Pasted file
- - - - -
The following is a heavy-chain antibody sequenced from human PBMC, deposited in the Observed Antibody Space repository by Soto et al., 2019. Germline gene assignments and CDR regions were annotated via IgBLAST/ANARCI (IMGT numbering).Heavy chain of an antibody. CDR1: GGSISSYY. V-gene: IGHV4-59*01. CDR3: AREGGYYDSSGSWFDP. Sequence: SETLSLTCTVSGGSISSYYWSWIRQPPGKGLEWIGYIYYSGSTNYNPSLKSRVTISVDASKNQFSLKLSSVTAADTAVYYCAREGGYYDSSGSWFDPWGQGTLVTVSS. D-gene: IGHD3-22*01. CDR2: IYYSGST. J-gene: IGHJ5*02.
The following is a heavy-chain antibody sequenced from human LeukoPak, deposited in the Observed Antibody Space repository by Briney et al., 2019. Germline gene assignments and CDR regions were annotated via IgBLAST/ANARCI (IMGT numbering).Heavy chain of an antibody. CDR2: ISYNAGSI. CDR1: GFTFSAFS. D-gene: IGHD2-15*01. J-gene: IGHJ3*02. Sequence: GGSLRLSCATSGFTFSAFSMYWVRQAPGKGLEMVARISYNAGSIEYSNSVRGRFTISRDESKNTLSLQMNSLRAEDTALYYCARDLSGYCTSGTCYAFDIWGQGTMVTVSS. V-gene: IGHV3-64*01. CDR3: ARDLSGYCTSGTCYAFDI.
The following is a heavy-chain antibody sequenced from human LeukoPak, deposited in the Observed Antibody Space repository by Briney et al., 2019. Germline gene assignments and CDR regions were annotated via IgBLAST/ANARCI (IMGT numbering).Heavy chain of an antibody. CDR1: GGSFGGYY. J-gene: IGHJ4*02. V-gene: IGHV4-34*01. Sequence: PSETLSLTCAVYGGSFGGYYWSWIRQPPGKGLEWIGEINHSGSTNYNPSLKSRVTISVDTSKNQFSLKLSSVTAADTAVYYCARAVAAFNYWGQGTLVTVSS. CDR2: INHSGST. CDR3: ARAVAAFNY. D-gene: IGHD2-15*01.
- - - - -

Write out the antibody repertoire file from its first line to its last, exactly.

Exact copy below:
The following is a heavy-chain antibody sequenced from human PBMC, deposited in the Observed Antibody Space repository by Soto et al., 2019. Germline gene assignments and CDR regions were annotated via IgBLAST/ANARCI (IMGT numbering).Heavy chain of an antibody. CDR1: GGSISSYY. V-gene: IGHV4-59*01. CDR3: AREGGYYDSSGSWFDP. Sequence: SETLSLTCTVSGGSISSYYWSWIRQPPGKGLEWIGYIYYSGSTNYNPSLKSRVTISVDASKNQFSLKLSSVTAADTAVYYCAREGGYYDSSGSWFDPWGQGTLVTVSS. D-gene: IGHD3-22*01. CDR2: IYYSGST. J-gene: IGHJ5*02.
The following is a heavy-chain antibody sequenced from human LeukoPak, deposited in the Observed Antibody Space repository by Briney et al., 2019. Germline gene assignments and CDR regions were annotated via IgBLAST/ANARCI (IMGT numbering).Heavy chain of an antibody. CDR2: ISYNAGSI. CDR1: GFTFSAFS. D-gene: IGHD2-15*01. J-gene: IGHJ3*02. Sequence: GGSLRLSCATSGFTFSAFSMYWVRQAPGKGLEMVARISYNAGSIEYSNSVRGRFTISRDESKNTLSLQMNSLRAEDTALYYCARDLSGYCTSGTCYAFDIWGQGTMVTVSS. V-gene: IGHV3-64*01. CDR3: ARDLSGYCTSGTCYAFDI.
The following is a heavy-chain antibody sequenced from human LeukoPak, deposited in the Observed Antibody Space repository by Briney et al., 2019. Germline gene assignments and CDR regions were annotated via IgBLAST/ANARCI (IMGT numbering).Heavy chain of an antibody. CDR1: GGSFGGYY. J-gene: IGHJ4*02. V-gene: IGHV4-34*01. Sequence: PSETLSLTCAVYGGSFGGYYWSWIRQPPGKGLEWIGEINHSGSTNYNPSLKSRVTISVDTSKNQFSLKLSSVTAADTAVYYCARAVAAFNYWGQGTLVTVSS. CDR2: INHSGST. CDR3: ARAVAAFNY. D-gene: IGHD2-15*01.